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Old 01-02-2013, 05:16 PM   #1
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Electrical run to shed/garage


Hi folks, first off, let me say that I am pretty handy, but my no means a pro electrician. I am in the middle of building a small 8x16 office shed (office to me.... shed to the city) in the backyard. The building is a prebuilt Tuff-Shed that sits on grade. Inside there will be basic lighting, a computer (~3amps) and accessories and a small AC (5000BTU, ~6amps).

When we moved in the house we re-pulled the electric to the detached garage. We have 100 amp service at the house for a 1200 square foot home. It originally had electric stove, but we replaced with gas. At the same time we took down the aerial wires to the garage (three non-code 14 ga conductors) and replaced it with a 10/3 UF cable buried to the garage and put in a subpanel with 2 20 amp breakers. So there are two hot wires (one to each breaker) a neutral and a bare ground running from the house to the detached garage. In the garage there are two circuits. One feeds just the bench where a small saw and sander are located. The other feeds four fluorescent lighting fixtures. In the main panel, my handyman (who no longer works for me) convinced me at the time to use the existing 50 amp breaker from the stove to feed the garage through the 10/3. I'm uncomfortable with this.

So.... what I am looking to do is connect the office to the subpanel at the garage (this run would be less than 20 feet).

Questions:
1. I would like to replace the 50 amp breaker with something more appropriate. I think I read code to say that I need to put a double pole 20a breaker in place. 20amp on one 10ga hot, 20a on another 10ga hot. One 10ga neutral.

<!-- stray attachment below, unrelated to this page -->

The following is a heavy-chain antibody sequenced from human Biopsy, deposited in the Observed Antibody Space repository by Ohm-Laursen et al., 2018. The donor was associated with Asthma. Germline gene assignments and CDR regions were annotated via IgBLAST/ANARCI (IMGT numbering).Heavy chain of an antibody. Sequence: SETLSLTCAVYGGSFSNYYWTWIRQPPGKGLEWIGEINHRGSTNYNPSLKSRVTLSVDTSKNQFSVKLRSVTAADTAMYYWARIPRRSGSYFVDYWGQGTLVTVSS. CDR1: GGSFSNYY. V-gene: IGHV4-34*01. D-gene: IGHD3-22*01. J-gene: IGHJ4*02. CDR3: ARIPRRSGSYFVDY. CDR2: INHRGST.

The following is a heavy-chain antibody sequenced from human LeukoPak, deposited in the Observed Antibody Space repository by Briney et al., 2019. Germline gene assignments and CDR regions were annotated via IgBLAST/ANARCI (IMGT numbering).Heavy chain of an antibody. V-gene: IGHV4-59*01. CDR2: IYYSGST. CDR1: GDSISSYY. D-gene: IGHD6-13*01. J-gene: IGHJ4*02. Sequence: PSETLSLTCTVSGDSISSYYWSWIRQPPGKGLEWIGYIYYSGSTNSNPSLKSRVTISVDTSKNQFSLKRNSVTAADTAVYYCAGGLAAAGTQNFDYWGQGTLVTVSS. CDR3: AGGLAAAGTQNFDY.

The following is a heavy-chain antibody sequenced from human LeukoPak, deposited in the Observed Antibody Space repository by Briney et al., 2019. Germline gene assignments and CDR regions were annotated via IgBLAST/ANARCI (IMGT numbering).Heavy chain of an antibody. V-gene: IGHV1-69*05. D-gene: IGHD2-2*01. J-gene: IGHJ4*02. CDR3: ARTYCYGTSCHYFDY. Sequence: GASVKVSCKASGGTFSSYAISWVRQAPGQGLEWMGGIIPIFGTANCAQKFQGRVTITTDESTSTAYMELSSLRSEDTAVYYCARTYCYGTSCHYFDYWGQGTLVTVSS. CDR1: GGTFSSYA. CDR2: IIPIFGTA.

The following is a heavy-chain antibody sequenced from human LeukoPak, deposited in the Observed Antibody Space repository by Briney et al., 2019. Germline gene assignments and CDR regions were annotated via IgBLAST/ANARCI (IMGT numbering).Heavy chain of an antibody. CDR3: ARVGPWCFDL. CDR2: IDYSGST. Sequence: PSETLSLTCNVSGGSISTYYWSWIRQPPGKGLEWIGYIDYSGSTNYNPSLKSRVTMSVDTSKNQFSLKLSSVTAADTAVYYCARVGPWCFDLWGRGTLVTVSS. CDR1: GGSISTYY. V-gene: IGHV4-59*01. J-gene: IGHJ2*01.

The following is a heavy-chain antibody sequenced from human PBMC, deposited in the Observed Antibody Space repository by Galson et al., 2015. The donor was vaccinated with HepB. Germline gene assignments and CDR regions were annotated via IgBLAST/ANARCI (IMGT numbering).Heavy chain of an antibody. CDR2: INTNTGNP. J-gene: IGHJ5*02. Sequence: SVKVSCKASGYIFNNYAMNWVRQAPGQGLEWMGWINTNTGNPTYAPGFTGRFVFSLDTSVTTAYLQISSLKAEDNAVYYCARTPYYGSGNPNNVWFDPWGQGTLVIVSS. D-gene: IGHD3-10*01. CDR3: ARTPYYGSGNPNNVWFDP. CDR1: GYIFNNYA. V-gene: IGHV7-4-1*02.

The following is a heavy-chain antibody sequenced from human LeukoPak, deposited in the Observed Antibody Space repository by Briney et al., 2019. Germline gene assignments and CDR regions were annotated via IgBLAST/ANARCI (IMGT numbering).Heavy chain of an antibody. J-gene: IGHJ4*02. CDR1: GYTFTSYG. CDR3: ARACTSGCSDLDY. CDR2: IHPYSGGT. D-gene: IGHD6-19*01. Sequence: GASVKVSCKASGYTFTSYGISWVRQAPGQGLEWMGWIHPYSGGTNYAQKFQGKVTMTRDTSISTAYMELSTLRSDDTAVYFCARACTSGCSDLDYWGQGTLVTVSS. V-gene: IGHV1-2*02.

2. I can easily run the entire garage on one 20a circuit. It is all new 12/2 wiring BTW. There is rarely more than one appliance used at the time. And even if I did the load would be under 20a. We built in a lot of overkill there when I thought I might buy a large air compressor and never did. That would leave me an empty 20amp circuit to run to the shed office in the existing garage subpanel.

2. Do I need to install an equipment ground rod at the garage? There is not one currently, although it is grounded to the house equipment ground through the 10/3 bare ground. Do I need one at the shed. My understanding is that I do not since there is no subpanel.

3. My thought is to run a 10/2 UF feed to the shed from the 20a breaker in the garage subpanel. Would this be too much? Would I be better off running 12/2 UF? The distance is so short that the money wouldn't be much different.

Sorry for the long post... there's a lot to consider.

Thanks in advance,
Shane

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Old 01-02-2013, 05:44 PM   #2
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Electrical run to shed/garage


The 50 amp breaker needs to be replaced with a 30 amp two pole breaker. If you do this you will need a subpanel in the shed to install the branch circuit breakers for the lights and receptacles. If you install a subpanel you will need a ground rod.

You could also install a 2 pole 20 amp breaker and skip the subpanel since the branch circuits would already be protected. With the 30 amp you need to reduce the branch circuit ampacity to 20 amp maximum.

The 30 amp feeder will give you more options down the road along with capacity for future equipment.

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Answers based on the National Electrical Code. Local amendments may apply. Check with your local building officials.
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Old 01-02-2013, 07:54 PM   #3
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Electrical run to shed/garage


Thanks Jim. So if I installed the 30a double pole at the house then I would need a second subpanel at the shed? I mean there is already one at the garage. Maybe I missed something.

If I put in the 30a at the house, then two 20s at the subpanel in the garage (one to shed, one to garage) it seems to me they would be protected?

And that's what I thought on the subpanel ground. I will install a rod at the subpanel ASAP.

Thanks,
Shane
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